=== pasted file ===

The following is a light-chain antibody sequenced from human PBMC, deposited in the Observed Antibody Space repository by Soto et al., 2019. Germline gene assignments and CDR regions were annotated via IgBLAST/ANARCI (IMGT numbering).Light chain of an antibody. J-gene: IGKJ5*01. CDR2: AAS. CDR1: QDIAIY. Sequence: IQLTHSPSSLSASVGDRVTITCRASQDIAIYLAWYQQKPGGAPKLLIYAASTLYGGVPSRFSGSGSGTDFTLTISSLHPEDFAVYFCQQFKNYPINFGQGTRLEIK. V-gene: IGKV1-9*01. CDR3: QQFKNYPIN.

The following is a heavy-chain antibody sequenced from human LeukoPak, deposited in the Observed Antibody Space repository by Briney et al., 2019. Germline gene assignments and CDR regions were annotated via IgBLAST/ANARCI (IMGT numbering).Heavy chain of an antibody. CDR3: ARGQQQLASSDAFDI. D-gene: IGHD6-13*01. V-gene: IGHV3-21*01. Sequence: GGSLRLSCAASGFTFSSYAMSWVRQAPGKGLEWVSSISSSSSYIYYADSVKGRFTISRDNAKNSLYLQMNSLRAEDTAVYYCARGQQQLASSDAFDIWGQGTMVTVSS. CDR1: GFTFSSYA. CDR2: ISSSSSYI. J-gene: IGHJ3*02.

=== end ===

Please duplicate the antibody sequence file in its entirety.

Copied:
The following is a light-chain antibody sequenced from human PBMC, deposited in the Observed Antibody Space repository by Soto et al., 2019. Germline gene assignments and CDR regions were annotated via IgBLAST/ANARCI (IMGT numbering).Light chain of an antibody. J-gene: IGKJ5*01. CDR2: AAS. CDR1: QDIAIY. Sequence: IQLTHSPSSLSASVGDRVTITCRASQDIAIYLAWYQQKPGGAPKLLIYAASTLYGGVPSRFSGSGSGTDFTLTISSLHPEDFAVYFCQQFKNYPINFGQGTRLEIK. V-gene: IGKV1-9*01. CDR3: QQFKNYPIN.

The following is a heavy-chain antibody sequenced from human LeukoPak, deposited in the Observed Antibody Space repository by Briney et al., 2019. Germline gene assignments and CDR regions were annotated via IgBLAST/ANARCI (IMGT numbering).Heavy chain of an antibody. CDR3: ARGQQQLASSDAFDI. D-gene: IGHD6-13*01. V-gene: IGHV3-21*01. Sequence: GGSLRLSCAASGFTFSSYAMSWVRQAPGKGLEWVSSISSSSSYIYYADSVKGRFTISRDNAKNSLYLQMNSLRAEDTAVYYCARGQQQLASSDAFDIWGQGTMVTVSS. CDR1: GFTFSSYA. CDR2: ISSSSSYI. J-gene: IGHJ3*02.